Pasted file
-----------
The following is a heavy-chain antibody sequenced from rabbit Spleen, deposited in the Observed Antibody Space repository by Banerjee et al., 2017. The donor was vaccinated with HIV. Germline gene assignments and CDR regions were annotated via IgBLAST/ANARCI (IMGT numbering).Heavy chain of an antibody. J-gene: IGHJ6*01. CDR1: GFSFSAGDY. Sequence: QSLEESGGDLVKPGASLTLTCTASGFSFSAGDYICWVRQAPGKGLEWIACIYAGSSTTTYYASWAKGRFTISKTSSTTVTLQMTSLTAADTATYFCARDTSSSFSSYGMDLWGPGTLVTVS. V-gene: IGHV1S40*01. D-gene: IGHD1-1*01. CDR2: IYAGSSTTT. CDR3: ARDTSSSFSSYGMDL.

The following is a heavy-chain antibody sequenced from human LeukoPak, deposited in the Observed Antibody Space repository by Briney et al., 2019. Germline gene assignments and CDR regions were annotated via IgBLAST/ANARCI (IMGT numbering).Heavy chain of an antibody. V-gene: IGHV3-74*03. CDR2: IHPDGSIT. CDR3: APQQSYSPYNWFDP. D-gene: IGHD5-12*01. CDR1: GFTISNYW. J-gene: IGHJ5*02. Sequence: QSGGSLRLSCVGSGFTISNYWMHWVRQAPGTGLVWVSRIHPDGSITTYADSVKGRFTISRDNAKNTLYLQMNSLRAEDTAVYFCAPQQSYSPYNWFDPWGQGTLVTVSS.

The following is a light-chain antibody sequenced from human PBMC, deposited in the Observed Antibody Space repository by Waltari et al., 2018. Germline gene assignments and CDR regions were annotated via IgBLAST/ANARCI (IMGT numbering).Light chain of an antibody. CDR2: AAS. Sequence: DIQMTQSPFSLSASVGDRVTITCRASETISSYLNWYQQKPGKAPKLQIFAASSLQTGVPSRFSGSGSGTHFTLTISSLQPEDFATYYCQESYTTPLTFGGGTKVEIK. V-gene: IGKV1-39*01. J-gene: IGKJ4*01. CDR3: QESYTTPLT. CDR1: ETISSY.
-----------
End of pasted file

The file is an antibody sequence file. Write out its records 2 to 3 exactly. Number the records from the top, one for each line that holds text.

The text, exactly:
The following is a heavy-chain antibody sequenced from human LeukoPak, deposited in the Observed Antibody Space repository by Briney et al., 2019. Germline gene assignments and CDR regions were annotated via IgBLAST/ANARCI (IMGT numbering).Heavy chain of an antibody. V-gene: IGHV3-74*03. CDR2: IHPDGSIT. CDR3: APQQSYSPYNWFDP. D-gene: IGHD5-12*01. CDR1: GFTISNYW. J-gene: IGHJ5*02. Sequence: QSGGSLRLSCVGSGFTISNYWMHWVRQAPGTGLVWVSRIHPDGSITTYADSVKGRFTISRDNAKNTLYLQMNSLRAEDTAVYFCAPQQSYSPYNWFDPWGQGTLVTVSS.

The following is a light-chain antibody sequenced from human PBMC, deposited in the Observed Antibody Space repository by Waltari et al., 2018. Germline gene assignments and CDR regions were annotated via IgBLAST/ANARCI (IMGT numbering).Light chain of an antibody. CDR2: AAS. Sequence: DIQMTQSPFSLSASVGDRVTITCRASETISSYLNWYQQKPGKAPKLQIFAASSLQTGVPSRFSGSGSGTHFTLTISSLQPEDFATYYCQESYTTPLTFGGGTKVEIK. V-gene: IGKV1-39*01. J-gene: IGKJ4*01. CDR3: QESYTTPLT. CDR1: ETISSY.